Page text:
Wednesday, March 26, 2008

111 over 69

Williamson Medical Center was established in 1957. The Hill-Burton Act provided federal funds to build the hospital, meaning its mission included a focus on providing care without discrimination and regardless of ability to pay. According to their website, Williamson’s beginning was driven by the desire to provide care, to show compassion, to help neighbors. If my experience is any indication, those ideals remain a guiding principle today.

The original idea emerged recently when my friend Fredbear forwarded a hilarious article by Dave Barry about his colonoscopy. A few weeks later, Tenkar brought home a horror tale from work and since I am 52, we decided to 'look into it'. I usually suffice on oxygen and a cup of hot soymilk until early afternoon, so when they told me I couldn't eat anything after breakfast, it wasn't too hard. The worst part was trying to drink a half-gallon of that thick flat lemon-flavored stuff in two hours. Visions of bleached animal skulls near alkali ponds in some western desert; dead from dehydration exacerbated by shitting water faster than it can be replaced.

The nurse wheeled me into the room where the procedure would take place. She was from Oxford Mississippi and used to watch old William Faulkner walk by her school as a child. She squeezed a mound of clear gel onto a tray where a glossy black tube was loosely coiled. Yellow marks and numbers in millimeters along its length provide depth readings.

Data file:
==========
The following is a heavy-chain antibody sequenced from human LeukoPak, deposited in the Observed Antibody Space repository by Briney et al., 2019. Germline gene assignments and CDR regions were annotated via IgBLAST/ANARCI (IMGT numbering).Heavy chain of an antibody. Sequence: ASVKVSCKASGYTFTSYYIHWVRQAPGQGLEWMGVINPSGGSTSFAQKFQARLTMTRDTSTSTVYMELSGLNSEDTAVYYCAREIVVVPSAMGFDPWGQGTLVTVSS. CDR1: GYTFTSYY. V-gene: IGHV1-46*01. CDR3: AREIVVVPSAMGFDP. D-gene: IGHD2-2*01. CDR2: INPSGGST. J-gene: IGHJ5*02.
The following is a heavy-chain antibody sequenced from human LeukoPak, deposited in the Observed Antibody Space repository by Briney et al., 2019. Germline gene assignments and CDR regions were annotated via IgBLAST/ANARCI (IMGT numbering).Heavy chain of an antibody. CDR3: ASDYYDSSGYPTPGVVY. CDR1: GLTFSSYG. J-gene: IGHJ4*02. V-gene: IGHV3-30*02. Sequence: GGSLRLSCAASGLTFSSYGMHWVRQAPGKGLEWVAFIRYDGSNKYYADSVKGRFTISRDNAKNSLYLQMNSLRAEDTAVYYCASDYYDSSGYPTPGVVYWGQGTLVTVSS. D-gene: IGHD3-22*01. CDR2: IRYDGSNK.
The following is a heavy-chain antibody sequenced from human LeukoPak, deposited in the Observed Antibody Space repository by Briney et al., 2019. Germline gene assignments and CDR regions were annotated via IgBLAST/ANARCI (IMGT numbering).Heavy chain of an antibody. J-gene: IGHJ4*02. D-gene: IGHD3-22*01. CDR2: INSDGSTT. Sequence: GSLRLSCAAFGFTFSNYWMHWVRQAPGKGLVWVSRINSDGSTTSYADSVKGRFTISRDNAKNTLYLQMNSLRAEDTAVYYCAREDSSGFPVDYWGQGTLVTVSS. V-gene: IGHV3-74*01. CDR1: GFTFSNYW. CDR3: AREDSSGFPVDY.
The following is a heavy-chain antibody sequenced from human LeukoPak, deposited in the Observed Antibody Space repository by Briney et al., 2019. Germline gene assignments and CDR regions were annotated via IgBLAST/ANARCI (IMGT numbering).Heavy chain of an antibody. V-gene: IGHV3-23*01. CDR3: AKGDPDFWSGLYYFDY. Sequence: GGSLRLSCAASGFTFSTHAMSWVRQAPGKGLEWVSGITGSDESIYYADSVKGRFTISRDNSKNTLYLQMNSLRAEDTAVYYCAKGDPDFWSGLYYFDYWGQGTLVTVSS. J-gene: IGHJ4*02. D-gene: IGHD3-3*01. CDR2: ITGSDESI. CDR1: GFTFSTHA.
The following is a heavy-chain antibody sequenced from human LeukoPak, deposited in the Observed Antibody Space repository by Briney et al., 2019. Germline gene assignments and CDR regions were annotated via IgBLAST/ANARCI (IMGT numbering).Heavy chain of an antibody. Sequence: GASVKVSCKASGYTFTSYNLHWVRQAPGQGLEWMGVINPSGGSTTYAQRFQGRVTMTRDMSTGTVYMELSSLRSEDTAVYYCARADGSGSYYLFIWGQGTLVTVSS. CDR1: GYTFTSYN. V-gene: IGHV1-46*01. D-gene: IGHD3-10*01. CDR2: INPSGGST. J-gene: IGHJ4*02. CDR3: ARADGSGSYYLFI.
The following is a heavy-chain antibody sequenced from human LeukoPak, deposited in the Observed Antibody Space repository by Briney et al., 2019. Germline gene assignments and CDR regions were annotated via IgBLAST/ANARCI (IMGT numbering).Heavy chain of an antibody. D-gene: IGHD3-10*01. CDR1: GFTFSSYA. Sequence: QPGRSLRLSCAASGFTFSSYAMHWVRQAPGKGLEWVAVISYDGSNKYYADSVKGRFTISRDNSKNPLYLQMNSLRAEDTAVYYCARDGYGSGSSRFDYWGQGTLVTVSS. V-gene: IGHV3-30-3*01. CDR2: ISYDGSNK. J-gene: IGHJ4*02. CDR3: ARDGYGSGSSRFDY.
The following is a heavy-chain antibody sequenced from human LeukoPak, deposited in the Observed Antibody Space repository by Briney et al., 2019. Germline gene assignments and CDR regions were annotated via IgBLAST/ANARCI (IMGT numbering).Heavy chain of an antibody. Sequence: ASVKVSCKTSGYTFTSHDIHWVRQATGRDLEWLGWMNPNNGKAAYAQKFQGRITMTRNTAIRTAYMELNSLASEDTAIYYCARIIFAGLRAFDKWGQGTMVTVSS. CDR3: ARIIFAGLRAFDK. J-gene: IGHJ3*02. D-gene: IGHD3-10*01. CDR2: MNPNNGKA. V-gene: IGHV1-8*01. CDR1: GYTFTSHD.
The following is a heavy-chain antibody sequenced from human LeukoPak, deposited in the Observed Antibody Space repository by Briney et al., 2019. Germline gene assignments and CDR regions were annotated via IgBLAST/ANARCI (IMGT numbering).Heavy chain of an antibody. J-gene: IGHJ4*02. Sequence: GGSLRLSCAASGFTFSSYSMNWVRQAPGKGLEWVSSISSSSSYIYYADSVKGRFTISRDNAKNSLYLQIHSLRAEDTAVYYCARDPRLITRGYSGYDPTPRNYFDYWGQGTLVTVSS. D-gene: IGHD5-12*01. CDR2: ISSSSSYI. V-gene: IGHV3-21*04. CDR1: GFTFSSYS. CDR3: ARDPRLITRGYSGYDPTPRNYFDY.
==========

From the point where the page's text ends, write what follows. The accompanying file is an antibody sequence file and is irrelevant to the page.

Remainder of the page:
"Is that it?" "Yep, that's it."

"Can it squirt water?" "Yes it sure can."

She leaned over and hooked a clear line onto a nozzle.

I had been thinking about it last night when I'd wake in the dark, but had not visualized it as black, or so thick. A meshed cable covered in latex, wide enough to contain wiring for a light and camera, a mini-pincer and yes, a water line. Two monitors, dark except for my name in the corner border the bed. I have an iv in my right arm, an automated blood pressure band hooked to a computer on my left; 111 over 69.

"Turn over onto your left side." I could feel the drug moving through me immediately and had no problem surrendering. The next thing I remember is the nurse telling me I can get up and sit back in the wheelchair. I had been unconscious less than an hour.

"So that's all? I'm done?" " Yep, you're done."

I moved from the table to the chair and she rolled me back to a room where Tenkar helped me dress. I was still a little groggy as we walked through the parking lot. I removed the band-aid and gauze where the iv had been and noticed a bright orange plastic bracelet on my right wrist which read SAFE in big black letters.

Like 50 million other Americans, I have no health insurance. But my recent experience with the Williamson County health care system was ideal. The registrar, the doctors, secretaries and all the nurses were angels and made me feel right at home and very comfortable about the whole thing. There was no hassle about our ability to pay; we will work that out over the coming weeks. I was in and out within three hours. All they asked for was $260 up front, and I will let you know the final price after we run the bill through the system. In the meanwhile, everyone seemed to enjoy their job, looked me in the eye and was very kind. You would think we already had socialized medicine in Tennessee.

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